Fox Module 3 Univariate displays


Fox Module 3 Univariate displays

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NEAS
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Fox Module 3 Univariate displays

 


           Histograms

           Non-parametric density estimation

           Quantile comparison plots

           Box-plots


 

 

The introduction to Chapter 3, “Examining Data,” describes Anscombe’s quartet. This is a fascinating group of four data sets that differ one from the other but have similar regression characteristics.

 

Read Section 3.1.1, “Histograms,” on pages 28-30. Know how to interpret a stem and leaf display. Fox shows an example on page 29.

 

Read Section 3.1.2, “Non-parametric density estimation,” on pages 30-34. The formulas for the optimal bin width are not tested on the final exam. Know equation 3.3, and Fox’s comment that “the factor 1.349 is the interquartile range of the standard normal distribution, making (interquartile range)/1.349 a robust estimator of ó in the normal setting.”

 

This robust estimator is useful for much actuarial work. If you have a sample of data points with suspected data errors and outliers, the usual estimators for ó may not work well. Use instead this robust estimator, which is less affected by data errors and outliers.

 

Read Section 3.1.3, “Quantile comparison plots,” on pages 34-37. Focus on Figures 3.8 and 3.9. The final exam may give a quantile comparison plot and ask if the distribution is heavy or light-tailed (compared to a normal distribution) and if it is positively or negatively skewed.

 

Read Section 3.1.4, “Box-plots,” on pages 37-40. Know what the hinges represent in a box plot. The box on page 40 summarizes univariate displays.

 


 

           The final exam asks you to choose transformations based on the quartile hinges.

           The homework assignment for a later module shows the type of exam problem.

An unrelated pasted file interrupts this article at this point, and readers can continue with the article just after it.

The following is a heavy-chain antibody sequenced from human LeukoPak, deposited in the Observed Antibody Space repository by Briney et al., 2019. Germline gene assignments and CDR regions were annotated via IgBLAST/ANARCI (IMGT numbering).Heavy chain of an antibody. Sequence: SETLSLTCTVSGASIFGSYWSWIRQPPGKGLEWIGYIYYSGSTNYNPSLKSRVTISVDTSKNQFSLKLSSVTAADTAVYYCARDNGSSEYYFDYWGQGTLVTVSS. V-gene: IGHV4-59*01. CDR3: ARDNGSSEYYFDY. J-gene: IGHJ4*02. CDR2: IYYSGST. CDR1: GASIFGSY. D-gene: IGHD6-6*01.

Understand the hinges and box-plots in this module to help with these problems.


 

 

Quantile comparison plots show if a sample is normally distributed or another distribution.  The textbook explains the theory; both Excel and R draw quantile comparison plots.

 


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Fox Module 3 Univariate displays.pdf (2.1K views, 39.00 KB)
bubba gump
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I had a question about quantile plots

1 both tails above line = positive skew
2 both tails below line = negative skew
3 upper tail above, lower tail below = heavy tail
4 Is there a scenario upper tail below, lower tail above? If so what does that mean
5 Can one tail be along the line (i.e. not above/below) and the other tail is above/below?

Thanks

[NEAS: Thin tailed distributions for #4; a uniform distribution is thin tailed, since the likelihood is zero in the tails. For #5, join two distributions: normal on one side and something else on the other side.]


Nicholas Chu
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Why there are some datas in Figure 3.8 and 3.9 with Normal Quantiles less than -2?

Shouldn't all datas are more than -2 Quantiles?

[NEAS: 100 observations give values between 3 and +3 standard deviations in a normal distribution.]


hoosiers
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What would a light-tailed distribution look like?
[NEAS: The opposite of a heavy tailed distribution. To see the plot, use a uniform distribution (using R or another statistical package).
Edited 5 Years Ago by NEAS
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